Summer Sale Extended! Get unlimited digital access for 13 weeks for $13.
Editorial
News Opinion Editorial

Ravens cuts make it clear: Football is a business

The ink was barely dry on the new agreement between National Football League owners and players when word came out of Ravens headquarters that the team was releasing four popular players, including their two top receivers. Already the day the deed was done is being called Black Monday.

If the four month lockout did not drive home the message that professional football is all about money, then showing the door to Derrick Mason, Todd Heap, Kelly Gregg and Willis McGahee, some of the most beloved Ravens, certainly did.

These veteran players had to go, Ravens general manger Ozzie Newsome said, to give the team the financial flexibility to sign younger, more sought-after players, especially offensive linemen. Teams have a $120 million cap on how much they can pay their rosters. Not renewing the contracts of these four players gave the Ravens an estimated $18.6 million of recaptured wealth.

It appears that Mr. McGahee, a slashing running back with a $6 million annual salary, will take his talents elsewhere. It has been clear that his role on the team was in jeopardy since Ray Rice burst onto the scene at running back three years ago. As for the others, it is possible that during the coming hurly-burly period of signings and player movements, the Ravens will try to resign Messrs. Heap, Mason and Gregg to less expensive contracts. We hope that is the case. For in addition to their considerable accomplishments on the field — Mr. Mason leads the Ravens in catches, Mr. Heap is the team's all time team leader in touchdowns, and Mr. Gregg, when healthy, plays a mean defensive tackle — these players have developed a strong rapport with the community.

It would be hard for the legions of fans who wear Mr. Heap's jersey to imagine a fall Sunday afternoon without the call of "Heap!" resounding through M&T Bank Stadium every time he catches the ball.

Mr. Gregg, the son of an Oklahoma police officer, has been described by sports writers as a tireless worker, devoid of ego and one of the most popular and funniest players in the Ravens' locker room. He's the kind of guy Baltimore can identify with.

Mr. Mason was downright sentimental after learning of his fate yesterday. "I appreciate every moment and every cheer," he said on his WBAL radio program. "Every autograph I gave, I gave because I wanted to give it. I love that city. I love the people inside of it. I don't think there is a better city you can play for than Baltimore. They embraced me through the ups and downs, and, I truly, from the bottom of my heart will always appreciate and love those fans in Baltimore."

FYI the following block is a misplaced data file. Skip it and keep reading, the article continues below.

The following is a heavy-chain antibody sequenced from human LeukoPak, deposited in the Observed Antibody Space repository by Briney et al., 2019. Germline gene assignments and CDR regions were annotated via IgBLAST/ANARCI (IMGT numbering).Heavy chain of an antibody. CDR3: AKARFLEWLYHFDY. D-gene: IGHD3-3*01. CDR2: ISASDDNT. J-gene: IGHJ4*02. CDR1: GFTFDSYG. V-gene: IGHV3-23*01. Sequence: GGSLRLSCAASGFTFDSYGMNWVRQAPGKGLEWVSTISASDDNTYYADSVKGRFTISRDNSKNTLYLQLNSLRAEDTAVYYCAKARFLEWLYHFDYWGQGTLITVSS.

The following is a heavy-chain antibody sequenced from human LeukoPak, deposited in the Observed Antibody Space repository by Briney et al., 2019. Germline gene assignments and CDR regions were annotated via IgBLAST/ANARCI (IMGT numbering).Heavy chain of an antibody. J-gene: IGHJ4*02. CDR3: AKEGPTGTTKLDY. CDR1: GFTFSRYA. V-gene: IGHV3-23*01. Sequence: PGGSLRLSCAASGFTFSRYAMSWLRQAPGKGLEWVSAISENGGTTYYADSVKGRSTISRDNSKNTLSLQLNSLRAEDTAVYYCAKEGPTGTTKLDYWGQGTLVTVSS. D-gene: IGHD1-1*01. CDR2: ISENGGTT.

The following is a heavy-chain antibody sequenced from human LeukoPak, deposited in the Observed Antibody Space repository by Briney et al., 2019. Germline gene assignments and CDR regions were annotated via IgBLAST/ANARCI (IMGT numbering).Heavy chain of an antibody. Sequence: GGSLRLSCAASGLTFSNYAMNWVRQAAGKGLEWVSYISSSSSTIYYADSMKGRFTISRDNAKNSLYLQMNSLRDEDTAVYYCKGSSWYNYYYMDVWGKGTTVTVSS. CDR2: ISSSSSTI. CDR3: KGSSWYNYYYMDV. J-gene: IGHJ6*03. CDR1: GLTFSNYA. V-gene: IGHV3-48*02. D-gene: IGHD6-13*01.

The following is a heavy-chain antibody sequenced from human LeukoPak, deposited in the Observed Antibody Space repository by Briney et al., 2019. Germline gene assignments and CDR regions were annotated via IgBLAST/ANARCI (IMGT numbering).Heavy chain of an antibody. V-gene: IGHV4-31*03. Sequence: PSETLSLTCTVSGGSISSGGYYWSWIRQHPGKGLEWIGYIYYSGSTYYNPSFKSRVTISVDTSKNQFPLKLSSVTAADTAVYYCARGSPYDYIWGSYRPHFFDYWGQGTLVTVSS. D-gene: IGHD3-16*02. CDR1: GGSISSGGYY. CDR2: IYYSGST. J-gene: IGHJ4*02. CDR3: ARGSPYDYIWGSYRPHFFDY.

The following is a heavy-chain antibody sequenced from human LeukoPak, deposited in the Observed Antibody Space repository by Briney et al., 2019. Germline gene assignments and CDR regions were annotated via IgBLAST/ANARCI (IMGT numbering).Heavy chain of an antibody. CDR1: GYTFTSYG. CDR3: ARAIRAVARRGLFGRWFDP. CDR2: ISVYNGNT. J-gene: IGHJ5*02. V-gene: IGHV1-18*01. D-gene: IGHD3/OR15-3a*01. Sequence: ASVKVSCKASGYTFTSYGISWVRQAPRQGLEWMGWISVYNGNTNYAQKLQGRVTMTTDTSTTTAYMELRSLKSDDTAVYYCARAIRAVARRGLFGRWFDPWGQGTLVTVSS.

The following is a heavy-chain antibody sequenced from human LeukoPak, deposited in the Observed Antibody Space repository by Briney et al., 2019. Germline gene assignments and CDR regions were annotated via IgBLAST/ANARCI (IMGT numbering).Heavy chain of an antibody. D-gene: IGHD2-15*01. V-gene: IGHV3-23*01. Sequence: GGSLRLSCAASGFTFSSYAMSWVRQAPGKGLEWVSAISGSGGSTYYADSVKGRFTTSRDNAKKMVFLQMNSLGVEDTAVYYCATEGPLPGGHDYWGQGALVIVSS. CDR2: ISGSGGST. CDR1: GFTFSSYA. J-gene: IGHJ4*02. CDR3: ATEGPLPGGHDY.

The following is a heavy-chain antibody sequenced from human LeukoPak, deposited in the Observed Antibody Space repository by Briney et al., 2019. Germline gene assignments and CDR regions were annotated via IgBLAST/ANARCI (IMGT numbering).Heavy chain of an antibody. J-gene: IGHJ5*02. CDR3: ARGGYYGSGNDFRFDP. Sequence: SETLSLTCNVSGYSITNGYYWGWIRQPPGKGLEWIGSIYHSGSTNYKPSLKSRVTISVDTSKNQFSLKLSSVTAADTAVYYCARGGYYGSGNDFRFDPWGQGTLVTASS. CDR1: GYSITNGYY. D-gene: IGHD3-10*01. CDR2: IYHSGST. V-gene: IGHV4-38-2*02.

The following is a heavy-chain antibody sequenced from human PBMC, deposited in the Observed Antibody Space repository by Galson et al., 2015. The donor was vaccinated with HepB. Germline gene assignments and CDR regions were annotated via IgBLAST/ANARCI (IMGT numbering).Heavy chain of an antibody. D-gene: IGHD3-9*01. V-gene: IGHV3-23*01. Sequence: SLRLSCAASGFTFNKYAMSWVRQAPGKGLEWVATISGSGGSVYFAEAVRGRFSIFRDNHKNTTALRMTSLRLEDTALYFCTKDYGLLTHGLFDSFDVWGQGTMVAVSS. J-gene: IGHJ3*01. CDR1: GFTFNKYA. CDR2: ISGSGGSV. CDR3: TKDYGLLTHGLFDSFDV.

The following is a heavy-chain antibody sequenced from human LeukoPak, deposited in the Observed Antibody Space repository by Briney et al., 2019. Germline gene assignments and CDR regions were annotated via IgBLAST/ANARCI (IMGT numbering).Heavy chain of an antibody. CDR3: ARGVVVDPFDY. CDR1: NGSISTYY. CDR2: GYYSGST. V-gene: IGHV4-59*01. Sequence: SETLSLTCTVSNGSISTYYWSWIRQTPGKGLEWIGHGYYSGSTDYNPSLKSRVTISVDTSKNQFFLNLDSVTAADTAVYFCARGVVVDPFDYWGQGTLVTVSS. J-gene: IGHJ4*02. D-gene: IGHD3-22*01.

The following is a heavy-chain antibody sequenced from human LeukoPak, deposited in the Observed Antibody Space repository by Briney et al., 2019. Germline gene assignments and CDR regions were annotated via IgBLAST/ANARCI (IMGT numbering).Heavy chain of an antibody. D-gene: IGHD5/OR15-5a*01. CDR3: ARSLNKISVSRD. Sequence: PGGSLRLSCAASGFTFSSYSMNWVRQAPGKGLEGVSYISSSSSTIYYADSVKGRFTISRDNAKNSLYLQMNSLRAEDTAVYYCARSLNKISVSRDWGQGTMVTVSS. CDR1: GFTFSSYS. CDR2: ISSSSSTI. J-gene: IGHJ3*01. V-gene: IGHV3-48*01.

With all the pageantry and tradition surrounding the game there is still a disconnect between the sentiment that football fans feel for professional football and the cold, hard financial realities that keep it operating. So pro football is back for another season, but some Ravens fan favorites might not be on the field. The release of these four stalwarts serves as a bitter reminder that football is business, and that the loyalty fans feel toward a team is mostly a one-way street.

But for what it's worth, Mr. Mason, the feeling is mutual.

Copyright © 2015, The Baltimore Sun
Related Content
  • Liberal hypocrisy on the subject of constitutional tinkering

    Liberal hypocrisy on the subject of constitutional tinkering

    When is it outrageous to amend the Constitution?

  • Why does there have to be one black voice?

    Why does there have to be one black voice?

    A nonprofit booked me to speak to some young writers from Baltimore. "How does it feel to be the voice of the people?" a girl in square frames with a pumped fist asked. "I don't speak for all of Black America," I told her. "I'm not the voice of black Baltimore, or Down Da Hill, or Latrobe Projects...

  • The tragedy after Hurricane Katrina

    The tragedy after Hurricane Katrina

    After the storm waters of Hurricane Katrina subsided, devastation remained: unsafe and waterlogged structures, with moldy, crumbling walls; unsalvageable fridges and soggy couches; indoor rivulets of mud. Local economies collapsed. A million people were displaced. Thousands of residents lost everything...

  • Are the Olympics anti-democracy?

    Are the Olympics anti-democracy?

    Can the Olympics and democracy co-exist?

  • Baltimore needs school choice

    Baltimore needs school choice

    Nearly a half-century after local and national uprisings around the passing of Rev. Martin Luther King Jr., what is the one aspect of the urban condition in Baltimore that has changed too little but can transform a person's life and livelihood, and ultimately his or her community?

  • Legislation would make curbing overdose a federal priority

    Legislation would make curbing overdose a federal priority

    A 24-year-old athlete from Columbia, a teenage girl from Glen Burnie who wanted to become a medical examiner and a 21-year-old brother of two from Pasadena. What do these three individuals have in common? Each died from a drug overdose.

Comments
Loading
79°